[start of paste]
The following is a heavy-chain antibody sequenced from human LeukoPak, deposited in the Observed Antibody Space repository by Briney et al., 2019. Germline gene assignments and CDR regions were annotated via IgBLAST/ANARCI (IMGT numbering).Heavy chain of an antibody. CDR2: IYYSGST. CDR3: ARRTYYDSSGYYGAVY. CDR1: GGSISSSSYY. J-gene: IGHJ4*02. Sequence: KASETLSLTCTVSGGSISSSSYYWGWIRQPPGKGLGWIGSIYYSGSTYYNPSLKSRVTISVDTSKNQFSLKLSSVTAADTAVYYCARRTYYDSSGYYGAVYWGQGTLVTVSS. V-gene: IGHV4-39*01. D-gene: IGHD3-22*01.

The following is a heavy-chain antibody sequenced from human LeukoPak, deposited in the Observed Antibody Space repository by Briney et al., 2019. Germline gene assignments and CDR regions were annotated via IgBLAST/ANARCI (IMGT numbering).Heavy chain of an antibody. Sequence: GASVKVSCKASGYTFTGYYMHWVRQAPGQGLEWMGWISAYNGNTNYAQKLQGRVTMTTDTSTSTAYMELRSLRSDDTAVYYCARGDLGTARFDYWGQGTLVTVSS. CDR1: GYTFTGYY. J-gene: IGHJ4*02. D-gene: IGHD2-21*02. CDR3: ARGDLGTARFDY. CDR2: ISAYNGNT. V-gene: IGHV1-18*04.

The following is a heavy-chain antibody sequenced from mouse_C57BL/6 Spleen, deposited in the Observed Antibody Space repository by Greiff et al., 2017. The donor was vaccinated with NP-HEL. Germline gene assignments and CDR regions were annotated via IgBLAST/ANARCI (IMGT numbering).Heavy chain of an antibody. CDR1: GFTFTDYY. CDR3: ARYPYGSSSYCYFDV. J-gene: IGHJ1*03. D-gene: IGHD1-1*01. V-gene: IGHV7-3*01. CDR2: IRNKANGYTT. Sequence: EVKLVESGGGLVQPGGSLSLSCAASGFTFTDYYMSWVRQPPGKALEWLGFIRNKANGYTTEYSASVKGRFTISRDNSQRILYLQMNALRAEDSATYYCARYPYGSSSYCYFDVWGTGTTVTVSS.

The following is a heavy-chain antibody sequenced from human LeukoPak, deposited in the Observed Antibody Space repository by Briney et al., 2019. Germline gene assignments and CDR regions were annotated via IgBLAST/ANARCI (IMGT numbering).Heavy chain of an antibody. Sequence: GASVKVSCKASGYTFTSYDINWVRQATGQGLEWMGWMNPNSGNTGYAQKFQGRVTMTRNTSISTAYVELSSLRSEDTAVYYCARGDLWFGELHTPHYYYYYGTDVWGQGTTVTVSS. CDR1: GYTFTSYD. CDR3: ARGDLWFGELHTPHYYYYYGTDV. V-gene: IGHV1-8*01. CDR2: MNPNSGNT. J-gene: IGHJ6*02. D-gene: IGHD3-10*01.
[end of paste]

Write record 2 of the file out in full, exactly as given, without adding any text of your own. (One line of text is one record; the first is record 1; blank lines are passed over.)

The following is a heavy-chain antibody sequenced from human LeukoPak, deposited in the Observed Antibody Space repository by Briney et al., 2019. Germline gene assignments and CDR regions were annotated via IgBLAST/ANARCI (IMGT numbering).Heavy chain of an antibody. Sequence: GASVKVSCKASGYTFTGYYMHWVRQAPGQGLEWMGWISAYNGNTNYAQKLQGRVTMTTDTSTSTAYMELRSLRSDDTAVYYCARGDLGTARFDYWGQGTLVTVSS. CDR1: GYTFTGYY. J-gene: IGHJ4*02. D-gene: IGHD2-21*02. CDR3: ARGDLGTARFDY. CDR2: ISAYNGNT. V-gene: IGHV1-18*04.